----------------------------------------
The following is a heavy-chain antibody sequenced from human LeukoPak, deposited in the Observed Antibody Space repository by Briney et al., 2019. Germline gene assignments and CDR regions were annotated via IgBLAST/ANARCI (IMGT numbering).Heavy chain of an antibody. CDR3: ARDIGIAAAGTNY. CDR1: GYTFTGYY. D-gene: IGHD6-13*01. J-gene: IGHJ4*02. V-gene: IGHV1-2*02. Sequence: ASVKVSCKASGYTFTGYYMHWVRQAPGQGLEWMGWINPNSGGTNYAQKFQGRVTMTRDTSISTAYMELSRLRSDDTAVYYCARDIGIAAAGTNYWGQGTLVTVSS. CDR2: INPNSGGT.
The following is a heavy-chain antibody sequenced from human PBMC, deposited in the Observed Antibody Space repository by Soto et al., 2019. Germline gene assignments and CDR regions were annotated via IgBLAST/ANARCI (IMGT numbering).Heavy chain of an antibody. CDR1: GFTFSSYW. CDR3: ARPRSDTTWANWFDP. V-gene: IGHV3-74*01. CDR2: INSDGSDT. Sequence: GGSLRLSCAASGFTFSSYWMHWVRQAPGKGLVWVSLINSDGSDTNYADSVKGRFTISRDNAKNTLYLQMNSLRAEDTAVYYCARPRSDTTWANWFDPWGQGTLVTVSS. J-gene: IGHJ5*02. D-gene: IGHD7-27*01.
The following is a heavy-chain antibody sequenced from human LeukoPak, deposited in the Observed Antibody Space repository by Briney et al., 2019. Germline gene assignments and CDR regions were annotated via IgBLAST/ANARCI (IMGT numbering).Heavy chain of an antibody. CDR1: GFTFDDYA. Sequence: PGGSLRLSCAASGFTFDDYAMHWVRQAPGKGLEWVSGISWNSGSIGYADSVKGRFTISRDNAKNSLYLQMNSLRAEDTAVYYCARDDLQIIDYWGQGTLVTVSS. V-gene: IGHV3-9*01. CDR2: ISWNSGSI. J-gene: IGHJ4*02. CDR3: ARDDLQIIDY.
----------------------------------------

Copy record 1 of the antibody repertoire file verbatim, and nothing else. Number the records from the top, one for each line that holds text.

The following is a heavy-chain antibody sequenced from human LeukoPak, deposited in the Observed Antibody Space repository by Briney et al., 2019. Germline gene assignments and CDR regions were annotated via IgBLAST/ANARCI (IMGT numbering).Heavy chain of an antibody. CDR3: ARDIGIAAAGTNY. CDR1: GYTFTGYY. D-gene: IGHD6-13*01. J-gene: IGHJ4*02. V-gene: IGHV1-2*02. Sequence: ASVKVSCKASGYTFTGYYMHWVRQAPGQGLEWMGWINPNSGGTNYAQKFQGRVTMTRDTSISTAYMELSRLRSDDTAVYYCARDIGIAAAGTNYWGQGTLVTVSS. CDR2: INPNSGGT.